HED: DOJ Issues New Guidance on Web Accessibility

Joshua W. B. Richards, Jesse L. Krohn, Tricia Duffy

The Department of Justice (“DOJ”) published, on March 18, 2022, new “Guidance on Web Accessibility and the ADA” (the “Guidance”). For colleges and universities, the Guidance offers some help as to how to best satisfy their obligations under the Americans with Disabilities Act (“ADA”) to provide an accessible web presence and try to avoid risk in connection with web accessibility.

What You Need To Know:

  • Colleges and universities should focus on ensuring that all posted content within their web presence complies with the Web Content Accessibility Guidelines and Section 508 Standards.
  • Institutions should take steps to assess the accessibility of products and platforms purchased from, or provided by, outside vendors, including learning management systems (“LMS”) and instructional support applications.
  • The development of internal processes for accomplishing these goals, such as integrating accessibility review as part of the procurement or vendor onboarding process, is essential.

In the Guidance, DOJ declares that “web accessibility for people with disabilities is a priority.” Implicit in the Guidance is that enforcement actions involving educational institutions are of particular importance. Of the ten “Sample Cases” cited in the Guidance, three involve educational entities: Miami University in Ohio, Louisiana Tech University, and Teachers Test Prep, Inc. The focus on web accessibility matters involving educational institutions suggests that existing scrutiny on colleges and universities related to web accessibility will continue, and even intensify.

Some of the web accessibility issues addressed in the “Sample Cases” should be familiar to colleges and universities. For example, the Teachers Test Prep case involved a complaint that the subject entity, a test preparation company, hosted online courses featuring videos that were not properly captioned and, as a result, were inaccessible to individuals who are deaf or hard of hearing. Similarly, a student brought an action against Miami University alleging that, among other claims, the university’s websites and subdomains contained content that was inaccessible to individuals who are blind or who have low vision because the content lacked text alternatives ("alt text") for images.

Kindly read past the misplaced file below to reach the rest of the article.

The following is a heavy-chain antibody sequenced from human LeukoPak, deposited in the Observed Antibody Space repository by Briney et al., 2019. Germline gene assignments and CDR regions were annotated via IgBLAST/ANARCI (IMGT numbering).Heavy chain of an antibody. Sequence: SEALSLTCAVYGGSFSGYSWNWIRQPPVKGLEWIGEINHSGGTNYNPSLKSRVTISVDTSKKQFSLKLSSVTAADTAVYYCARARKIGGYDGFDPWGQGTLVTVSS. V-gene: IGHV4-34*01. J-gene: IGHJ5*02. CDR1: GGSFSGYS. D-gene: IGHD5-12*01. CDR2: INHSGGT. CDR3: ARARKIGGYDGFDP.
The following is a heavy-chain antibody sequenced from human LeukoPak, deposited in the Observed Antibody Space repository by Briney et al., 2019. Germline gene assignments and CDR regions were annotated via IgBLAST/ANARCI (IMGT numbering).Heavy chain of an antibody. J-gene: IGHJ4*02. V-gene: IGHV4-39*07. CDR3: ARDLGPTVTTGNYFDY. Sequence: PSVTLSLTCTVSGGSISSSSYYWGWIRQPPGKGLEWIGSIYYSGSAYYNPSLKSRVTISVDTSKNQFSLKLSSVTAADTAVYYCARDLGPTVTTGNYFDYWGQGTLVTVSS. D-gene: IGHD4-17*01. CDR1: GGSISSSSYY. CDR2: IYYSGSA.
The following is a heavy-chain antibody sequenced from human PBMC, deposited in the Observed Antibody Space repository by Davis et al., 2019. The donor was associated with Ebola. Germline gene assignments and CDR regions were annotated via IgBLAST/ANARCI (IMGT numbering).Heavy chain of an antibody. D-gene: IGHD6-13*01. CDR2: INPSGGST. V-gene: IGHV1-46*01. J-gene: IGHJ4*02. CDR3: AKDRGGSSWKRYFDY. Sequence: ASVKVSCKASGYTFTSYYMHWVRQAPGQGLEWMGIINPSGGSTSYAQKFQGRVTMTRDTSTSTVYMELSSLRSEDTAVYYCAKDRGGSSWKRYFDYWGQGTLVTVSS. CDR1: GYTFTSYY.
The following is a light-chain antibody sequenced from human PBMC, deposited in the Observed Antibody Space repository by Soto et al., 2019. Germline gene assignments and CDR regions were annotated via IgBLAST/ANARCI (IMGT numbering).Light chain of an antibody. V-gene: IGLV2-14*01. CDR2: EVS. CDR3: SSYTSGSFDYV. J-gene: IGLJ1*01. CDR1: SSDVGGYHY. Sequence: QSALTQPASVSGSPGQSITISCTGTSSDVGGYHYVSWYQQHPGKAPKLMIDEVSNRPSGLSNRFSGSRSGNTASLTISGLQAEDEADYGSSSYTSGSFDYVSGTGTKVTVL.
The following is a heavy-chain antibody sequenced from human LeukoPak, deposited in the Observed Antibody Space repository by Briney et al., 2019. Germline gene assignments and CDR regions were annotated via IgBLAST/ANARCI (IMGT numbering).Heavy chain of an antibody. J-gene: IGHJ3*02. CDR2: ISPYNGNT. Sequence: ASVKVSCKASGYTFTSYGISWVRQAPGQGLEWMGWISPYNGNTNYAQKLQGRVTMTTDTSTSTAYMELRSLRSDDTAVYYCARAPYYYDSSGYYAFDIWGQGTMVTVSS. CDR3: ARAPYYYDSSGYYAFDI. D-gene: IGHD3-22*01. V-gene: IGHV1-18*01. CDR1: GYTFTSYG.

Both of these topics—captioning and alt text—are explicitly listed in the Guidance as examples of what institutions should do to make their websites accessible. While DOJ concedes in the Guidance that it “does not have a regulation setting out detailed standards” applicable to web accessibility—a source of continuing frustration for institutions—the Guidance does observe that “[e]xisting technical standards provide helpful guidance concerning how to ensure accessibility of website features.” 

Specifically, the Guidance cites the Web Content Accessibility Guidelines (“WCAG”) and Section 508 Standards and notes that “the federal government uses [these] for its own websites.” Following the federal government’s lead, colleges and universities should ensure that all posted content within the institution’s web presence complies with WCAG and the Section 508 Standards.

The WCAG and Section 508 Standards are extensive. But, in its Guidance, DOJ highlights the following “website accessibility barriers” that colleges and universities can use as a starting point for evaluating their own websites:

  • Poor color contrast;
  • Using color alone to convey information (e.g. using different color text in a form to convey which fields are required, without any other indicator to convey that those fields are required);
  • Lack of alt text on images;
  • Videos without captions;
  •  Inaccessible online forms (e.g. not labeling form fields; unclear instructions; not implementing clear error indicators); and
  • Mouse-only navigation (i.e. not enabling navigation with a keyboard or voice commands).